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How Broadway’s Hamilton contributes to the long history of small screen racial discourse

On 3 July 2020, Lin-Manuel Miranda’s Hamilton—perhaps somewhat inadvertently—took its place alongside decades of Broadway shows and stars which had helped foster an awareness of American race relations via the small screen. When Disney won the $75 million bidding war for the global theatrical distribution rights of Hamilton, the filmed recording of the show’s original cast performing on the stage of the Richard Rodgers Theatre was just another feather in the media monolith’s cap. Disney soon announced a planned October 2021 theatrical release, to be followed by a Disney+ streaming run the next year.

But then COVID-19 shuttered theatres and shelved Summer blockbusters. Suddenly, Disney was throwing Hamilton straight to its hot streaming service for Independence Day weekend. America’s birthday was coming with a hip-hop beat, wrapped in Mickey Mouse paper, and to be enjoyed from the safety of folks’ own digital devices. Then less than two weeks later, George Floyd was killed by a policeman’s knee to his neck. Amid nationwide floods of anti-racist and police reform protests, Disney’s decision to premiere Hamilton on 3 July suddenly took on a whole new, politicized meaning.

Miranda’s story of immigrants, rebellion, and America’s Founding Fathers, as told through Black and brown bodies, came to an American audience still quasi-shuttered by a pandemic and experiencing perhaps the most significant anti-racist uprising in half a century. Hamilton was not just another big budget Disney deal, but a conveniently placed reckoning with the nation’s racist past and present. The Tony-winner became part of a storied history of musicals helping to frame racial discourse from the comfort of America’s living rooms.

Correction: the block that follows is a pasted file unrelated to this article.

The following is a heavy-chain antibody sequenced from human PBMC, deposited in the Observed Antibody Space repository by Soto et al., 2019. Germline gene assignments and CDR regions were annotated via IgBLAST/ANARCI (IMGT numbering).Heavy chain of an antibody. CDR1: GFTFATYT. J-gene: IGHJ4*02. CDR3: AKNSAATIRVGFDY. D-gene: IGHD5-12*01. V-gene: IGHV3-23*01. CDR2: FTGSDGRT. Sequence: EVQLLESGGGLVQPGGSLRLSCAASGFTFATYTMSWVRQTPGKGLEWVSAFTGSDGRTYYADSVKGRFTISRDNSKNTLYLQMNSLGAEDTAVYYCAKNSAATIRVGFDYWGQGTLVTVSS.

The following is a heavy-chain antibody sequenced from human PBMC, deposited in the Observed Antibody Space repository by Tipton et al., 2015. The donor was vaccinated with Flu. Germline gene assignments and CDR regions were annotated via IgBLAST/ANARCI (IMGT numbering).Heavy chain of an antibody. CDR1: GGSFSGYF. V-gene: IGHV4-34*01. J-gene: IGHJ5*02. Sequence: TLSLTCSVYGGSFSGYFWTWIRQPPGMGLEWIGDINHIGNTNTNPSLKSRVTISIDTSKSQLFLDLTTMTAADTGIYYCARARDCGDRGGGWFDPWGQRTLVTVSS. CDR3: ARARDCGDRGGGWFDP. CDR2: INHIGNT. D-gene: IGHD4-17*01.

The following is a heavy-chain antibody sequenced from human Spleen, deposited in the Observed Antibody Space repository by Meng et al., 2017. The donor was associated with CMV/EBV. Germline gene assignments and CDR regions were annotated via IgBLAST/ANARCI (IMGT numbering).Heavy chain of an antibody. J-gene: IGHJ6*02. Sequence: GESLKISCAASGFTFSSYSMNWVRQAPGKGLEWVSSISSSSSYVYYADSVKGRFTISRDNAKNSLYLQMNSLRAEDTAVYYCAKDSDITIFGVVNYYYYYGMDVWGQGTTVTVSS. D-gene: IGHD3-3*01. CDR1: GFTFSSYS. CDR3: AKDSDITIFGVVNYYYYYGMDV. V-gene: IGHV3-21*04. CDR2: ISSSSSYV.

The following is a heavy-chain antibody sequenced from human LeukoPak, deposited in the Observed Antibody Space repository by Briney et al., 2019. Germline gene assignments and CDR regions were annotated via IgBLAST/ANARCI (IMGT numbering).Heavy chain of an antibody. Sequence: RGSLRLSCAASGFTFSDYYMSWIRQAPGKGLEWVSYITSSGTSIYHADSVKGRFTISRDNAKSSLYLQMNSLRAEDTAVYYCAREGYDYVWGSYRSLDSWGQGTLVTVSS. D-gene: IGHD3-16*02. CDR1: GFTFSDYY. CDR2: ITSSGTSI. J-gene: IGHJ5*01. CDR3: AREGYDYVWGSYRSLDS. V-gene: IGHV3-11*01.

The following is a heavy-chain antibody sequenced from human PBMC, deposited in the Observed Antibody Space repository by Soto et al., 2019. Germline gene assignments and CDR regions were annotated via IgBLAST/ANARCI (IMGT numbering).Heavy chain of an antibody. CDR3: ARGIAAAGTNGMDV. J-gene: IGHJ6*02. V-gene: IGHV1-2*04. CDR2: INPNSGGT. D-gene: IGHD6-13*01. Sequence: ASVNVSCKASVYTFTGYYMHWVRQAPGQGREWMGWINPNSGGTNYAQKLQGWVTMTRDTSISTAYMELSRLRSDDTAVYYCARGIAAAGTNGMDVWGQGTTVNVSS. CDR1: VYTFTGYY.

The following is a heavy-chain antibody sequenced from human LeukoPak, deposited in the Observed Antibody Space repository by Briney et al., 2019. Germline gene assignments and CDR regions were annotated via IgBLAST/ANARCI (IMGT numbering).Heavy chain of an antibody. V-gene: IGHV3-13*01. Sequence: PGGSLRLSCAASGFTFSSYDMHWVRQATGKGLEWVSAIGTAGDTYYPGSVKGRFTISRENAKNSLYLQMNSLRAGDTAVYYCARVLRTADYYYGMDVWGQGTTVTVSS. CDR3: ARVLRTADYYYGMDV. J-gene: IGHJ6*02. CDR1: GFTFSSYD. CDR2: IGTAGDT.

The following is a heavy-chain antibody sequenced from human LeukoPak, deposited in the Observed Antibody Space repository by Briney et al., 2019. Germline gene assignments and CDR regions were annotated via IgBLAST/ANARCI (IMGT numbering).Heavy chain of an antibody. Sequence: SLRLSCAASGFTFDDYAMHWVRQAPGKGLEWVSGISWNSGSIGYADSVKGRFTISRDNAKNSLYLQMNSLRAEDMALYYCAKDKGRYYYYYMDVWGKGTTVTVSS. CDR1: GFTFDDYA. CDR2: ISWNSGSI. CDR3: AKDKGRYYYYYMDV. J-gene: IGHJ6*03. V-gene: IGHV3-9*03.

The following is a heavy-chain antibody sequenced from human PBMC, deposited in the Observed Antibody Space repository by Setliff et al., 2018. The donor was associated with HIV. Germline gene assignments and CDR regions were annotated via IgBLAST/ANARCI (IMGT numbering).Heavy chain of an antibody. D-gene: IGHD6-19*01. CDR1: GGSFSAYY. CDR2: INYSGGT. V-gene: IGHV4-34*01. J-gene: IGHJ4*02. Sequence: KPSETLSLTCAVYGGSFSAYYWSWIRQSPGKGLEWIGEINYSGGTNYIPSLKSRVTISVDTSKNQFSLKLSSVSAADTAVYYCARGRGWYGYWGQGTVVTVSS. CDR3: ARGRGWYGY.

When only 9% of US households even had TVs, chart-topping singer and acclaimed actress Ethel Waters dropped truth bombs on Perry Como’s Kraft Music Hall, performing Moss Hart and Irving Berlin’s “Supper Time.” From the 1933 Broadway revue As Thousands Cheer, the gut-wrenching number follows a woman futilely preparing for dinner after receiving news of her husband’s lynching. Six years later producers blocked Twilight Zone legend Rod Serling’s self-penned Emmett Till-inspired television drama from airing on the United States Steel Hour, even though he had switched the victim from a young African American in the South to a Jew in New England. Advertisers still found it too uncomfortably close to the controversial case. But Waters’ painful musical reflection on America’s grotesque history of lynching made it on the air under the cover of legit Broadway fare.

Broadway’s stars and shows provided recurring overt and subtle nods to shifting and contentious race relations in the United States. Five years before Loving vs. Virginia struck down anti-miscegenation laws, The Ed Sullivan Show featured duets by Diahann Carroll and Richard Kiley, the singing stars of Richard Rodgers’ 1962 interracial Broadway romance No Strings. Over the decades, the impresario featured Broadway’s biggest African American names, often providing serious or tongue-in-cheek commentary on the nation’s racial struggles, including Sammy Davis Jr. and Company performing Golden Boy’s “Don’t Forget 127th Street” and heavyweight champion and activist Muhammad Ali and Company performing “We Came in Chains” from the 1970 Black activism flop Big Time Buck White.